Canada has a monopoly of the nickel output, for nickel is only found in one other place in the world in paying quantities. In 1853, the French government took possession of an island of Australia, in the Pacific ocean, and converted it into a convict camp. The island is rich in gold, copper and nickel, and is surrounded on all sides by coral reefs, connecting numerous islets, rocks and banks of sand, rendering navigation so intricate and dangerous that the island can be approached by two openings only. Captain Cook first discovered the island in 1774, and called it New Caledonia. The island covers about six thousand square miles, and in 1890 had a population of 57,000. The mines are worked by the French government with convict labor. New Caledonia is between eight hundred and a thousand miles from the shores of Australia, and its approaches are so dangerous that it is next to impossible for the convicts to make their escape. The nickel output of the New Caledonia mines hardly comes in competition with the output of the Sudbury mines, for the distance which it has to be freighted to the markets in England and New York, being some sixteen or seventeen thousand miles, and the demands of the French government for use of the material in manufactures, etc., substantially gives Canada the control of the markets of the world. In 1907 – the latest data on hand – the value of the nickel sent to the United States was $9,525, 406. There seems to be no end in sight to the output of the mines, and as the years go by, its value increases on account of its application in almost every branch of the steel industry, especially in the making of plates for sea-going vessels.




          In gold and silver mining, Canada has wealth in abundance, and all that seems to be necessary to its development is the investment of more Canadian capital. It does seem strange that in Ontario, with all its richness in copper, nickel, lead, zinc, graphite, mica, talc, corundum, carbide of calcium, salt, peat, petroleum and natural gas, so few of the companies are controlled or managed by Canadian men or capital. In looking over the list of corporations, we find Hamilton men and capital are represented in the Canada Corundum company. It has a paid up capital of $1,106,287. Three Hamilton men are members of the board of directors, C. S. Wilcox, F. H. Whitton and J. Orr Callaghan. The headquarters of the company is in Toronto. The company owns about three thousand acres of corundum lands in Renfrew and Hastings counties. The corundum mill is by far the largest concentrating plant in Canada, and in 1904 gave employment to an average of 200 men. Corundum was first discovered in paying quantities in 1906. Corundum is the second hardest mineral, the only other one equaling or surpassing it being the diamond. As with nickel, cobalt, mica and asbestos, Canada holds a unique position, the deposits being practically unlimited. Another valuable product is carbide of calcium, a discovery made by H. L. Willson, who was born and raised within the sound of the alarm in Hamilton’s fire tower.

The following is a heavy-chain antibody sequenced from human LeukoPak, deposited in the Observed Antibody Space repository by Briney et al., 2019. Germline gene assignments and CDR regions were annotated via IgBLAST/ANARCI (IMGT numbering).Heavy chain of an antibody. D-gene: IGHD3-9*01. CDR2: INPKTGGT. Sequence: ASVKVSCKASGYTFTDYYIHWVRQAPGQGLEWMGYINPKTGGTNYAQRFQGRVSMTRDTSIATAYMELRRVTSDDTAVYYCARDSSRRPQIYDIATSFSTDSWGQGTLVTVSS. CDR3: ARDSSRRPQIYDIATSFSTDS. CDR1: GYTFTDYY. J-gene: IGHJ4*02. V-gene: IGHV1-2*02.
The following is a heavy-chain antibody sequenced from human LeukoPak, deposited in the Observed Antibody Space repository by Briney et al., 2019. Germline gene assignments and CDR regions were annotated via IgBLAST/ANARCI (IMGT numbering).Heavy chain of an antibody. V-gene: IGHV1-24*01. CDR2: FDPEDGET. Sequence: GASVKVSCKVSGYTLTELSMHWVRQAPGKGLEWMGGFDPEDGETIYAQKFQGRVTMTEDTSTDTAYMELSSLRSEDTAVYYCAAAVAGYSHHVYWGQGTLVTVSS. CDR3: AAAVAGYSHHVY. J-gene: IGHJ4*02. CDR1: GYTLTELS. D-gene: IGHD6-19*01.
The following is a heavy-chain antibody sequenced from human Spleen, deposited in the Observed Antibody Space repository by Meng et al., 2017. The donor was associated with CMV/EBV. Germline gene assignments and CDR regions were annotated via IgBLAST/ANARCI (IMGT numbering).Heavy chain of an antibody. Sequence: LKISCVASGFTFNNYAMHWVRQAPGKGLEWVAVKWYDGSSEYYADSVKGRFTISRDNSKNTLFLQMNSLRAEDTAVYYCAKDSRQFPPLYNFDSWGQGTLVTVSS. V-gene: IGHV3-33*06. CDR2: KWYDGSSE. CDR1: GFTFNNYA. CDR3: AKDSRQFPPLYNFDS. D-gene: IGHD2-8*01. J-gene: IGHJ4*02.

Take the entire territory of the Dominion of Canada, from the Yukon territory to the jumping-off place at Nova Scotia, and the earth is one vast storehouse of undiscovered wealth. The hardy pioneers who have developed its mines have merely scratched the surface, but enough has been done to prove Canada among the richest mining countries in the world. Gold was first discovered in the Yukon in 1878 by a prospector named Holt, and in the first twelve years $122,968,000 worth of the precious metal was added to the wealth of the world. Towards the close of the eighteenth century, silver was discovered near Sault Ste. Marie by a Russian explorer, but it was not till 1855 the first mine was located. The yield was inconsiderable till between the years 1867 and 1870, when an American company acquired from the Montreal Mining company a tract of 107,000 acres, in which was included the famous Silver Islet mine. The province of Quebec is rich in minerals, the one of the greatest value being asbestos , which is especial interest in the mining and industrial world. So far as is known down to the present time, the deposits of asbestos in Quebec are the only ones yet discovered. The asbestos mines are principally controlled by American capital. Petroleum was first discovered in the western part of Canada about the year 1850, but it has been known to exist by the Indians aay back in the early settlement of the country. It has been used for lighting purposes from time immemorial. Petrolea, Bothwell, Leamington and East Tilbury are the principal oil fields in Ontario, and all are located between London and the Detroit river. Sixty years ago, everybody in this section of Canada was talking petroleum, and millions of dollars were sunk in prospecting wells, from which there was but small returns to the investors. George Brown, the editor of the Toronto Globe, was one of the early promoters of the Bothwell field, and sunk quite a lot of money. The pioneers in all such enterprises generally lay the foundation for the fortunes made by the Rockefellers. Hamilton had at least one enthusiast as a promoter in the oil fields at Petrolea and Bothwell. Frederick Watkins, father of Frederick Watkins now living in this city, was at that time doing a prosperous mercantile business in partnership with his brother, Thomas C. and Samuel, but he caught the oil fever and left the selling of dry goods and clothing to his brothers, while he spent weary days and anxious nights boring for oil. After sinking quite an amount of capital, he retired from the oil fields, glad to get back to Hamilton with life and broken down health. The men who developed the Ontario oil fields never made a dollar, but those who came after them reaped the harvest.